15. Maybe you addressed this elsewhere, but how do you and your husband find the sizing of the Edgerunner? Which size did you end up getting? My wife is about 5’7″, and I’m 6’0″. We would like to get one that we can both ride relatively comfortably. I have no way of trying one without driving all day to swing my leg over one, so it would be very helpful to know since we will likely order it without getting a chance to test ride one.

    • I am 5’7″ (170cm) and Matt is 5’9″ and we have the medium frame. I would call a family bike shop or EdgeRunner directly to ask how you might suit a medium at 6’0″.

    • Melissa @ HerGreenLife

      Hi Andrew, not sure if this will help, but I’m 5’9″ and my husband is 6’2″, and we are happy on the large-size frame. He needed an extra-long seat post, and it took awhile to find a handle-bar style and position that we were both happy with. Have you contacted Xtracycle to ask?

    • Keith

      I am pretty sure the frame size stays the same, but the length of the seatpost changes for medium vs large ( 16″ vs 19″ – took me forever to figure this out when shopping ). The Xtracycle website used to have the specs listed, but i can’t see them right now on their website, they have changed the available product pages. I believe it used to say that the medium could fit riders up to 6′ and the large would fit riders up to 6’4″ . Best to check with them or a local dealer.

      You could get a quick release for the seatpost to accommodate two riders. Mine didn’t come with a quick release. I am 6′ , and ended up choosing the Large – 19″, in part knowing that my sweetee ( 5’8″) would probably never ride it.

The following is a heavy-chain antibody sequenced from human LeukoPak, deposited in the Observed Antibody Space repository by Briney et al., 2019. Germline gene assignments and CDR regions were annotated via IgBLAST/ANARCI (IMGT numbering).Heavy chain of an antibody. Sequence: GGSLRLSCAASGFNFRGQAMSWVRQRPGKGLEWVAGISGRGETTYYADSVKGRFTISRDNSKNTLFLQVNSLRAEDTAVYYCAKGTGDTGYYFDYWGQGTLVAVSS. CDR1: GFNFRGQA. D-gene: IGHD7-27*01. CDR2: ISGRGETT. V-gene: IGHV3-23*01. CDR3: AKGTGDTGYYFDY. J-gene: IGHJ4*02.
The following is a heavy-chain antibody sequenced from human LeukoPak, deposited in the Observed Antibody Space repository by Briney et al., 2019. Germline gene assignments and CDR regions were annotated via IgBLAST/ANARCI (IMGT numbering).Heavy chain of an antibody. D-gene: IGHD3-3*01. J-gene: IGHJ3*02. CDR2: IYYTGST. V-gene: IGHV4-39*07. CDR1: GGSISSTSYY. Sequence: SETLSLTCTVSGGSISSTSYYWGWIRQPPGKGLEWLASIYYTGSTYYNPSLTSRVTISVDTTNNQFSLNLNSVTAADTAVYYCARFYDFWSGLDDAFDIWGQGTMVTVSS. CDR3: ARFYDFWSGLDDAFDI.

And after riding for a couple months, I decided to switch out the handlebar stem for a Satori TURN-UP. I am SO much happier with the riding position this gives me, I have been able to dial it back to be closer to an upright riding position vs. the slightly more MTB/aggressive position on the stock stem. — SO MUCH EASIER on my neck and shoulders ! The Turnup has lots of possible riding positions, the only drawback so far is a little bit of “creakiness” from the handlebars. I may have to adjust the tightness of the fasteners. There are 3 or 4 other adjustable stems out there for MTB setups.

      • Keith

        check out this page for some specs:

        http://mikesbikes.com/product/xtracycle-edgerunner-27d-x2-9874.htm

        “EdgeRunner’s upright riding position and unique geometry enables moms and dads to ride the same cargo bike comfortably. Available in two sizes, the medium size sports a 16.5” seat tube that will fit riders 5’0” – 5’10”. Our large size features a 19” seat tube and will fit riders 5’8” – 6’4”. ”

        seat tube vs. seat post = same thing?

    • We ended up getting an Edgerunner in large and it has fit both of us nicely, once I added a quick-release to the seat post. We also electrified it with a Cycle Stoker kit from ebikes.ca.

      I wanted to ask whether you still have the Cycletruck rack on the front and how well it has been working. We bought a cheaper Wald rack that attached to handlebars and fork braze-ons, so we can’t really put much in it without affecting the steering quite a bit. I would like to be able to carry more, but alas our Edgy does not have the braze-ons for a Yuba Breadbasket or the new Porter rack that Xtracycle makes. So now I’m considering the Cycletruck.

  16. Keith

    Also, you may plan on changing the seat itself, it is basic and is adequate but was less than friendly for my own butt.

    Last thing I will say at this point is that I have ended up with a bunch of flat tires even with thorn resistant tubes. Keep your air pressure above 40PSI , otherwise your tubes will slip inside the tires and fail at the valve stem.